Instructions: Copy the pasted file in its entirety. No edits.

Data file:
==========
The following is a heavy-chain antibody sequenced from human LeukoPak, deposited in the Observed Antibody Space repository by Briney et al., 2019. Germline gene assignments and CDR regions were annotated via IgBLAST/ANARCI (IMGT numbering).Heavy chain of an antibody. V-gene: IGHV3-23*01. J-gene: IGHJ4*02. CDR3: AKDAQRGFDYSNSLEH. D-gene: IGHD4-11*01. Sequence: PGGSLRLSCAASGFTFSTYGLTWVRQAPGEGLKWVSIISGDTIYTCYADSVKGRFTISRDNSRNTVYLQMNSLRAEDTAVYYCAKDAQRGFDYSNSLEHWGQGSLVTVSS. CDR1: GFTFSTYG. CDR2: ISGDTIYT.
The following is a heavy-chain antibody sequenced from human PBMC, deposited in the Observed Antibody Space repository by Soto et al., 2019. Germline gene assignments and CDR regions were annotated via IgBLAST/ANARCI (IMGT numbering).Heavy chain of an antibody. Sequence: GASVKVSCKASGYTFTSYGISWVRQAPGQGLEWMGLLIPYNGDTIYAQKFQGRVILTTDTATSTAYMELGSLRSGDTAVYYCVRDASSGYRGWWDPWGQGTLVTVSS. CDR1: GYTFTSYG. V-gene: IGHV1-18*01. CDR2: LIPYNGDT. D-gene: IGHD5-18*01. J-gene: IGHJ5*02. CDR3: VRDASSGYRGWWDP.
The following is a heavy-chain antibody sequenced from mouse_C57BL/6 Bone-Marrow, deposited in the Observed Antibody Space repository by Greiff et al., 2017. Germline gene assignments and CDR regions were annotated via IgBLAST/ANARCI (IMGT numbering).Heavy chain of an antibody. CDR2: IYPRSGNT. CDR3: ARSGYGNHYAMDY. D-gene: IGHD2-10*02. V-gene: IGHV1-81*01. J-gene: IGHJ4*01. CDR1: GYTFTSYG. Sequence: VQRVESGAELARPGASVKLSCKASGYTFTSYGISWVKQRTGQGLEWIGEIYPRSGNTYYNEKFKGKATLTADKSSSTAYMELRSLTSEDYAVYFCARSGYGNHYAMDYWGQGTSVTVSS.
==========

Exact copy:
The following is a heavy-chain antibody sequenced from human LeukoPak, deposited in the Observed Antibody Space repository by Briney et al., 2019. Germline gene assignments and CDR regions were annotated via IgBLAST/ANARCI (IMGT numbering).Heavy chain of an antibody. V-gene: IGHV3-23*01. J-gene: IGHJ4*02. CDR3: AKDAQRGFDYSNSLEH. D-gene: IGHD4-11*01. Sequence: PGGSLRLSCAASGFTFSTYGLTWVRQAPGEGLKWVSIISGDTIYTCYADSVKGRFTISRDNSRNTVYLQMNSLRAEDTAVYYCAKDAQRGFDYSNSLEHWGQGSLVTVSS. CDR1: GFTFSTYG. CDR2: ISGDTIYT.
The following is a heavy-chain antibody sequenced from human PBMC, deposited in the Observed Antibody Space repository by Soto et al., 2019. Germline gene assignments and CDR regions were annotated via IgBLAST/ANARCI (IMGT numbering).Heavy chain of an antibody. Sequence: GASVKVSCKASGYTFTSYGISWVRQAPGQGLEWMGLLIPYNGDTIYAQKFQGRVILTTDTATSTAYMELGSLRSGDTAVYYCVRDASSGYRGWWDPWGQGTLVTVSS. CDR1: GYTFTSYG. V-gene: IGHV1-18*01. CDR2: LIPYNGDT. D-gene: IGHD5-18*01. J-gene: IGHJ5*02. CDR3: VRDASSGYRGWWDP.
The following is a heavy-chain antibody sequenced from mouse_C57BL/6 Bone-Marrow, deposited in the Observed Antibody Space repository by Greiff et al., 2017. Germline gene assignments and CDR regions were annotated via IgBLAST/ANARCI (IMGT numbering).Heavy chain of an antibody. CDR2: IYPRSGNT. CDR3: ARSGYGNHYAMDY. D-gene: IGHD2-10*02. V-gene: IGHV1-81*01. J-gene: IGHJ4*01. CDR1: GYTFTSYG. Sequence: VQRVESGAELARPGASVKLSCKASGYTFTSYGISWVKQRTGQGLEWIGEIYPRSGNTYYNEKFKGKATLTADKSSSTAYMELRSLTSEDYAVYFCARSGYGNHYAMDYWGQGTSVTVSS.